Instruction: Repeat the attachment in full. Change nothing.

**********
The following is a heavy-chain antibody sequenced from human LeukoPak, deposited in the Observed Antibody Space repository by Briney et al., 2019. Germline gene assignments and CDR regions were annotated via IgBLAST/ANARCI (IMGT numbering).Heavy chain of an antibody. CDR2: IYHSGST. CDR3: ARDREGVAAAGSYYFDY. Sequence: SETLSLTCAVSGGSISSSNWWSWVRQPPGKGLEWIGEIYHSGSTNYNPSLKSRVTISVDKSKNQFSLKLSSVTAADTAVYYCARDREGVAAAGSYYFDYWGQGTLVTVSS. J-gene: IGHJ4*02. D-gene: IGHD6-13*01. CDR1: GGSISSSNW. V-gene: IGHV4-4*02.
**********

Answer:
The following is a heavy-chain antibody sequenced from human LeukoPak, deposited in the Observed Antibody Space repository by Briney et al., 2019. Germline gene assignments and CDR regions were annotated via IgBLAST/ANARCI (IMGT numbering).Heavy chain of an antibody. CDR2: IYHSGST. CDR3: ARDREGVAAAGSYYFDY. Sequence: SETLSLTCAVSGGSISSSNWWSWVRQPPGKGLEWIGEIYHSGSTNYNPSLKSRVTISVDKSKNQFSLKLSSVTAADTAVYYCARDREGVAAAGSYYFDYWGQGTLVTVSS. J-gene: IGHJ4*02. D-gene: IGHD6-13*01. CDR1: GGSISSSNW. V-gene: IGHV4-4*02.